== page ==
Hamas says controversial Gaza travel rules will be 'reviewed' following outrage

Hamas says controversial Gaza travel rules will be 'reviewed' following outrage
After critics accused Hamas of attempting to roll back women's rights, the ruling authority said it would review a controversial travels edict.
2 min read
17 February, 2021
The controversial law targeted women [Getty]
Gaza’s ruling authorities said judicial authorities would review a controversial edict giving parents and guardians power to block adult children or dependants from travelling.

Hamas, which controls the Gaza strip, on Wednesday said it was happy the ruling from the Supreme Sharia (Islamic law) Council in Gaza was being rephrased "to avoid confusion.

The ruling, circulated on Sunday, allows "males over the age of 18 to be banned from travelling by court order, based on the wishes of the father or grandfather."

It also bans "virgin, widowed or divorced women from travelling without permission from a guardian".

Hamas said provisions regarding single women had "been misunderstood as a total travel ban" and will be “amended."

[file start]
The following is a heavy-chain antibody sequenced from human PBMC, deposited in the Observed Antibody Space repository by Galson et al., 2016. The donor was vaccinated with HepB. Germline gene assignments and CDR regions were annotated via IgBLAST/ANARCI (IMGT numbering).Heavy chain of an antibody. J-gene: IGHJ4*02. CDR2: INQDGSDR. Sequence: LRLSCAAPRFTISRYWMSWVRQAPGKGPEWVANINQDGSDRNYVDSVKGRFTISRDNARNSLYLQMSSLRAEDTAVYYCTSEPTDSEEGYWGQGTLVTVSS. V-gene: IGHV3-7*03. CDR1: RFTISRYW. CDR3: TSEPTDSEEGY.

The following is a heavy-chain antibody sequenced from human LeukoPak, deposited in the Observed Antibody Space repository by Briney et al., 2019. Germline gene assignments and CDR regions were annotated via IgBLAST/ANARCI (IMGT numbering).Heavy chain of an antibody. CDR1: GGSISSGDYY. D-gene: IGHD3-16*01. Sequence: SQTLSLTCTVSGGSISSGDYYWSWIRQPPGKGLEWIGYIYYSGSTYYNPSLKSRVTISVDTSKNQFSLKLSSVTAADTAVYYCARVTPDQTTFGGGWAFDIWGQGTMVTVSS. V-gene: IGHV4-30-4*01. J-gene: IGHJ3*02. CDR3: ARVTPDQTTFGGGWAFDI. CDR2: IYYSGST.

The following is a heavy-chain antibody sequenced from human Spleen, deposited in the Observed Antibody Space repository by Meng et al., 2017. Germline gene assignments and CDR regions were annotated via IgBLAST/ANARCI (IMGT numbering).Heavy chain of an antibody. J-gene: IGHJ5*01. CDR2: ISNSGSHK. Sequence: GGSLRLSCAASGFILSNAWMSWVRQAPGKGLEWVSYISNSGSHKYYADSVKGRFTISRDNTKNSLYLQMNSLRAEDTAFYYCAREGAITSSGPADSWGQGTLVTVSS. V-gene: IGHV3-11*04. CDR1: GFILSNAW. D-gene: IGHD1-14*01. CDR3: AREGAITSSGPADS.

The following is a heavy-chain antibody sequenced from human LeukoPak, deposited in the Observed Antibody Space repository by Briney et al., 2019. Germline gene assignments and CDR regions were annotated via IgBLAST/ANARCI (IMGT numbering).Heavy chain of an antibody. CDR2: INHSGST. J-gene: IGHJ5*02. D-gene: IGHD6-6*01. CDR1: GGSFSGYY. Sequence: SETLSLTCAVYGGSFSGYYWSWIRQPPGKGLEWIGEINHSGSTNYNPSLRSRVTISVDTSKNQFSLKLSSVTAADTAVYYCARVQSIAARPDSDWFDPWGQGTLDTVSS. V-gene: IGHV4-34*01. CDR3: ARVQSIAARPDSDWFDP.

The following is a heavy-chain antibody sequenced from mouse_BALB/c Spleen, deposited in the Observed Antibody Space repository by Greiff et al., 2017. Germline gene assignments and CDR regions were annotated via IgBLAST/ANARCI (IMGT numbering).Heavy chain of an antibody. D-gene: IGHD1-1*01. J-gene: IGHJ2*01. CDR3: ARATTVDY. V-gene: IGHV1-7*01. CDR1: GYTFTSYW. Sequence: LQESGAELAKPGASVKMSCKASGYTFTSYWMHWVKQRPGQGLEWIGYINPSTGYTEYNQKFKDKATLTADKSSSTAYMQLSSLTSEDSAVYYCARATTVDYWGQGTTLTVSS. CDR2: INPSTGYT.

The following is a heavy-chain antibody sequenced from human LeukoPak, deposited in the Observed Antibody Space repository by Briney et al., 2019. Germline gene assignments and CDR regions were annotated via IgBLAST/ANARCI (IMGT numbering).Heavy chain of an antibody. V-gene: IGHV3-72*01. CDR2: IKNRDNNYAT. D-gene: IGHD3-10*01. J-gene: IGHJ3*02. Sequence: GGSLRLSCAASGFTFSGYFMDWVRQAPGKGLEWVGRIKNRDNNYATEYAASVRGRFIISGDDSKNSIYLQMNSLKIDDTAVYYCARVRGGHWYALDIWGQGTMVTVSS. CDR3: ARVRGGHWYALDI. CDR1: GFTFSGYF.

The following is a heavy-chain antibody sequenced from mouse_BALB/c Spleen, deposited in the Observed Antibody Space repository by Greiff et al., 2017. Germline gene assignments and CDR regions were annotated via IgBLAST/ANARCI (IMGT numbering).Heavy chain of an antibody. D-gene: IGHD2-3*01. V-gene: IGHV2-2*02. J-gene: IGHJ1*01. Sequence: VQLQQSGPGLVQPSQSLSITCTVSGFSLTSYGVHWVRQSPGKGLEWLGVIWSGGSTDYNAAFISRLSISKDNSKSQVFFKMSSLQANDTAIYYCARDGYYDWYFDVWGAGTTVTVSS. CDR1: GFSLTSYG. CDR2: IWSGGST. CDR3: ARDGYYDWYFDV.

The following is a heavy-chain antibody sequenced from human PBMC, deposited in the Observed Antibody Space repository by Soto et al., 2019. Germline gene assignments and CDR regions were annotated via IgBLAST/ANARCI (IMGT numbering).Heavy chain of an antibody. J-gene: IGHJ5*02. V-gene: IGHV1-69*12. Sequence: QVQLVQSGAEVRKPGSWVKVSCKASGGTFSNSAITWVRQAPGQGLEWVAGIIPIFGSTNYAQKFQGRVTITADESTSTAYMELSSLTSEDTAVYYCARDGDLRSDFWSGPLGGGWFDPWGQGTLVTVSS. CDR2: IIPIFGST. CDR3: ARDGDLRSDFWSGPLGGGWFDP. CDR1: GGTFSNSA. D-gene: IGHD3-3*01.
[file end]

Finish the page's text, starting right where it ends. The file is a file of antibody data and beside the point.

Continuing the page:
Israel has maintained a tight land, air and sea blockade on Gaza since Hamas took power in the enclave in 2007, while Egypt restricts movement through the Rafah crossing that connects it to the strip.

The edit was widely condemned by rights groups and diplomats.

Women's rights activist Zainab al-Ghunaimi said the ruling violates the Palestinian basic law which guarantees equal rights.

Read also: Hamas court rules women need male guardian to travel outside Gaza Strip

Meanwhile, Human Rights Watch said: “It’s bad enough that Israeli and Egyptian policies have trapped Palestinians in Gaza for far too many years.”

Despite the latest updates, the head of Gaza's supreme judicial council dismissed criticism of the ruling when it was first announced as "artificial and unjustified noise".

Requiring permission to travel from a male guardian is "consistent" with Islamic and civil laws, Hassan al-Jojo told The Associated Press.

Hamas has been accused of curtailing women's rights in the Gaza Strip ever since it took power there in 2007 following a conflict with rival Palestinian group Fatah.

The group has mandated that women wear the Islamic headscarf in municipal buildings, courts and high schools.

Women in Gaza have also been banned from smoking shisha pipes in public. Hamas has also attempted to impose bans on women receiving salon treatment from male hairdressers, for example, as well as other restrictions with varying degrees of success.

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